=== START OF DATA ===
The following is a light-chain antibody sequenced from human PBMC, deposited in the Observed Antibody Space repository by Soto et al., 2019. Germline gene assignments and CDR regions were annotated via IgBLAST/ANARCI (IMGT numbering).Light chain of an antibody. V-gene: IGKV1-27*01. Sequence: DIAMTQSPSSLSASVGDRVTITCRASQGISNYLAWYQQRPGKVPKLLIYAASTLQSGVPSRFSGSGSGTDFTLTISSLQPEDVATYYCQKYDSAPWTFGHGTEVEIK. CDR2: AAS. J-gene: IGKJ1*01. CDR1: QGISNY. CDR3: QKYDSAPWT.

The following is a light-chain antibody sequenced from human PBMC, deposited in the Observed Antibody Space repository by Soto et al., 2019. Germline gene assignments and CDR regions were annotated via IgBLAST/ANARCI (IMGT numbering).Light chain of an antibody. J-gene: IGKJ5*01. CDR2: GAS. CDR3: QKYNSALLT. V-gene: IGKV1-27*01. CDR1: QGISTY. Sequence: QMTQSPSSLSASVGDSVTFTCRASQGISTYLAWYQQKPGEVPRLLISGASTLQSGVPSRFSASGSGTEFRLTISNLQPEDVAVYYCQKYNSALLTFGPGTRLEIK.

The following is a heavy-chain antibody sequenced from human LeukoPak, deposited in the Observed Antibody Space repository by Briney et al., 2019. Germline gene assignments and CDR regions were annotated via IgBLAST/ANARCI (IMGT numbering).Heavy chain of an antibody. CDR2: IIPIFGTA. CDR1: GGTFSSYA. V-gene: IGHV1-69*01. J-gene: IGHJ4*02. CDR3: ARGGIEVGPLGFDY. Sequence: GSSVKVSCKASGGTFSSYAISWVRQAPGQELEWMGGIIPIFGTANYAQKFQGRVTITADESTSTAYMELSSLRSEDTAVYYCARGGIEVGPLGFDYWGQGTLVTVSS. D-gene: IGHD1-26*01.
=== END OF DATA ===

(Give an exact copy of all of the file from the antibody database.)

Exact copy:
The following is a light-chain antibody sequenced from human PBMC, deposited in the Observed Antibody Space repository by Soto et al., 2019. Germline gene assignments and CDR regions were annotated via IgBLAST/ANARCI (IMGT numbering).Light chain of an antibody. V-gene: IGKV1-27*01. Sequence: DIAMTQSPSSLSASVGDRVTITCRASQGISNYLAWYQQRPGKVPKLLIYAASTLQSGVPSRFSGSGSGTDFTLTISSLQPEDVATYYCQKYDSAPWTFGHGTEVEIK. CDR2: AAS. J-gene: IGKJ1*01. CDR1: QGISNY. CDR3: QKYDSAPWT.

The following is a light-chain antibody sequenced from human PBMC, deposited in the Observed Antibody Space repository by Soto et al., 2019. Germline gene assignments and CDR regions were annotated via IgBLAST/ANARCI (IMGT numbering).Light chain of an antibody. J-gene: IGKJ5*01. CDR2: GAS. CDR3: QKYNSALLT. V-gene: IGKV1-27*01. CDR1: QGISTY. Sequence: QMTQSPSSLSASVGDSVTFTCRASQGISTYLAWYQQKPGEVPRLLISGASTLQSGVPSRFSASGSGTEFRLTISNLQPEDVAVYYCQKYNSALLTFGPGTRLEIK.

The following is a heavy-chain antibody sequenced from human LeukoPak, deposited in the Observed Antibody Space repository by Briney et al., 2019. Germline gene assignments and CDR regions were annotated via IgBLAST/ANARCI (IMGT numbering).Heavy chain of an antibody. CDR2: IIPIFGTA. CDR1: GGTFSSYA. V-gene: IGHV1-69*01. J-gene: IGHJ4*02. CDR3: ARGGIEVGPLGFDY. Sequence: GSSVKVSCKASGGTFSSYAISWVRQAPGQELEWMGGIIPIFGTANYAQKFQGRVTITADESTSTAYMELSSLRSEDTAVYYCARGGIEVGPLGFDYWGQGTLVTVSS. D-gene: IGHD1-26*01.